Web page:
Ryan ten Doeschate denies Surrey historic win as Essex squeeze home by one wicket

Essex 477 for 8 dec (Westley 134, Harmer 102 *, Vijay 80, Wheater 68 *) and 134 for 9 (ten Doeschate 53 *, Morkel 4-28) win Surrey 67 (Porter 4-26, Cook 4-27) and 541 (Roy 128, Pope 114, Stoneman 86, Jacks 53, Coles 5-123) for a wicket

The presidents of the first class counties holding a meeting at The Oval on this last day of the 2018 season. One would like to think that they could not pay much attention to their agenda. One hopes that they have looked outside and that the County Championship offers its last blazon of the summer. One hopes that they have seen Essex beat Surrey through a window and realized that they have an invaluable game in their hands. And there is no harm in waiting for these things; Hope and reflection are the staples of cricket lovers in the fall.

However, during almost all this extraordinary day there was no time for the gentility of elegy or remembrance. Instead, there was only the battle sheet, since Essex fired Surrey by 541 and then sought to score the 132 races they needed to inflict a first defeat of the season on the 2018 champions. No team in the history of cricket First class had conceded a first-entry deficit of 410, as Surrey had done here, and then won. Only the shadows of the afternoon suggested the end of September; the cricket was so intense that he could have played in mid-June with the title still in danger.

The highlight of this extraordinary game was that Essex captain Ryan tented against the attack of three Surrey men. Inspired by the final challenge of defending just 131 before receiving the Championship trophy, Morne Morkel, Jade Dernbach and Amar Virdi had gone to work without restrictions. On Harleyford Road, 436 went to Paddington for Marble Arch and 185 to Lewisham for Denmark Hill. Inside the Oval, a thousand watched in the strong sunlight of the afternoon when Morkel straightened one to knock down the stump of M Vijay. Then Martin Saggers agreed that Nick Browne had beaten Virdi to Rikki Clarke in the slip. The batter was not convinced, but the visitors were 25 for 2, even more than 100 runs from their goal.

Like many bandits before them, Essex received a severe attack of nerves. Dan Lawrence beat Dernbach to Clarke in the slip and Ravi Bopara left miserably when he was caught in the short leg before Virdi: 47 for 4. Eight races later the Dernbach / Clarke combination got rid of Tom Westley for 20 but suddenly , ten Doeschate started a counterattack – attacking Virdi, who conceded 30 three-run runs while being swept and swept towards the fence.

Now a crowd that had appeared in part to see the trophy presented and the champagne properly sprayed were fully occupied in the final stages of an epic competition. Ten Arechate and Adam Wheater led the score to 97, but Wheater then beat Morkel to Ryan Patel in the second rejection. Two balls later Simon Harmer took a trap from Ben Foakes of Morkel, who four overs later claimed his 59th and final wicket of the season when he had Jamie Porter lbw by 4: 111 to 8.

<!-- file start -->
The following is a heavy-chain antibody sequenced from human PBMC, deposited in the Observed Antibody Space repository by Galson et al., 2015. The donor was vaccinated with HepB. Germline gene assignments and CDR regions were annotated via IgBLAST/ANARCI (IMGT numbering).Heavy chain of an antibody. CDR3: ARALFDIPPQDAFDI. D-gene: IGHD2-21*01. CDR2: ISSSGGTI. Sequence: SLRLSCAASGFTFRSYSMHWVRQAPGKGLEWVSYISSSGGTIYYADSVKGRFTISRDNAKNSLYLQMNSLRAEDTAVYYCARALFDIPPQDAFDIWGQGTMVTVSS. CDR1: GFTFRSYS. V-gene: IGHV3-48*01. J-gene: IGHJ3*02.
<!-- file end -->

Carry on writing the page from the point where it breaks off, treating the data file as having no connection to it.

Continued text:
The Surrey players celebrate with the championship trophy Getty Images

Matt Coles put 13 more with ten Doeschate before being called by his captain for a third race he had no hope of doing. Ten Doeschate, as you see, can run like the wind; Coles can not. Mark Stoneman stopped the ball in the limit and dragged it back to Will Jacks, who threw it to Foakes. Coles was exhausted by the length of a long jump hole and left with the air puffed up around him.

Now Matt Quinn joined ten Doeschate and the fast bowlers from Surrey made one last effort. The singles and the two ran. Morkel did not skimp. Your devotion to this county could not be greater if you were born in Virginia Water instead of Vereenging. He shook Quinn's helmet and hit him in the hand, but he could not fire him. Then, ten Doeschate elbowed Dernbach to make a long leg, and both the game and the season were made.

The players met in the midfield and exchanged handshakes. As the cricket players of the counties have done on countless occasions for more than a century, they agreed on how incomparable this game is. Coles, who had previously completed a five-field visit to establish his team's victory, offered his congratulations to the Surrey players for their title. Rory Burns and his colleagues then devoted themselves to serious celebrations. Unfortunately, however, Colin Graves, the president of the ECB, was not available to present the trophy to Surrey. This was a shame. Graves has many responsibilities, but presenting such worthy champions with his prize was an honor he should have accepted and enjoyed. His absence did not give him credit.

But maybe it hardly mattered. The thousands that gathered in front of one of the best cricket pavilions did not fail Graves and neither did the Surrey players. However, they will remember one of the great summers of their lives, a summer that ended with a glorious contest between two sides, none of which spared no effort. If this was the day when the 2018 season retreated from our sight and took its place in our memory, we can at least be certain that it will occupy a place of honor.

For our cricket ended, as played, under a cloudless blue sky. It ended on a day when only one game was played. Both things were totally appropriate. They brought a fitting sense of closure to an idyll that, regardless of its rumors offstage, has been one to treasure. It will take more than the absence of a man, however grandiose, to remove the gold from that gingerbread.

source:- espncricinfo.com

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